|Titolo:||Diapiric and Blister Structures in Welded Ignimbrites: the Example of the “Serra di Paringianu” Ignimbrite (SW Sardinia, Italy).|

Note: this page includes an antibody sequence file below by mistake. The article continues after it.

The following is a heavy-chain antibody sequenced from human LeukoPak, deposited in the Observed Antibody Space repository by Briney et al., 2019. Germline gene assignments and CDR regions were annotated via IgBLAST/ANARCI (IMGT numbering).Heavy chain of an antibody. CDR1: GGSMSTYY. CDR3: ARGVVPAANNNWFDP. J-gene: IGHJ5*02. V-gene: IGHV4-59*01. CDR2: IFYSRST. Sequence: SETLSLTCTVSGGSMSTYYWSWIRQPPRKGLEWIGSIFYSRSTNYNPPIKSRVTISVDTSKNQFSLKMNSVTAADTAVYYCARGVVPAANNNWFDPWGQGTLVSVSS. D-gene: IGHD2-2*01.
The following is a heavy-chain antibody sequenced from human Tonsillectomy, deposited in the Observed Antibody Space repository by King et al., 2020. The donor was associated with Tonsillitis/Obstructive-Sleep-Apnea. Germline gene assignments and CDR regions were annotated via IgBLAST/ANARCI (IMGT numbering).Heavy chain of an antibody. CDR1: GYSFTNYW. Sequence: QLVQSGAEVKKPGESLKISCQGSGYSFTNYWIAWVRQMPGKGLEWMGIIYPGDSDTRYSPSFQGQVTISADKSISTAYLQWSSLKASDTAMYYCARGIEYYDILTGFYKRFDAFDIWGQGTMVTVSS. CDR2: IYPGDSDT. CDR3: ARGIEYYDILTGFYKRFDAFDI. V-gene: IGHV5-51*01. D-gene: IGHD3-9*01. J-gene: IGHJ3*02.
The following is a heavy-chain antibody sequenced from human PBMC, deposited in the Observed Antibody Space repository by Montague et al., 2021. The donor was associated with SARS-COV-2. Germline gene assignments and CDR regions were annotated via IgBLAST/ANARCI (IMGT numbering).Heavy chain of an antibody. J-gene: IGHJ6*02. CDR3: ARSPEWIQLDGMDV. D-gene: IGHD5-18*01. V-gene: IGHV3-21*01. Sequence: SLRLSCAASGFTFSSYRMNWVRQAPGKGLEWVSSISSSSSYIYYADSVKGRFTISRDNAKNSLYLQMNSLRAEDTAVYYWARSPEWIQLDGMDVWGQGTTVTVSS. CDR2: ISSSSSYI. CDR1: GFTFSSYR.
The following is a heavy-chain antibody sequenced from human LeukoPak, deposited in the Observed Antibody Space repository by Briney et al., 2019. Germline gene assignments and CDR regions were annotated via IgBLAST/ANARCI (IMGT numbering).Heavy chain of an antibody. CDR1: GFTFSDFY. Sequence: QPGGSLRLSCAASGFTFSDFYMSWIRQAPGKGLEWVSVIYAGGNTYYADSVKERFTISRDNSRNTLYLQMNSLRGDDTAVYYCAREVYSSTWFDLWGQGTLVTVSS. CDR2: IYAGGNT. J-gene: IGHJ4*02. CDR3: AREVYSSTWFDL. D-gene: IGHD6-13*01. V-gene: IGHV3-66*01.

|Data di pubblicazione:||2011|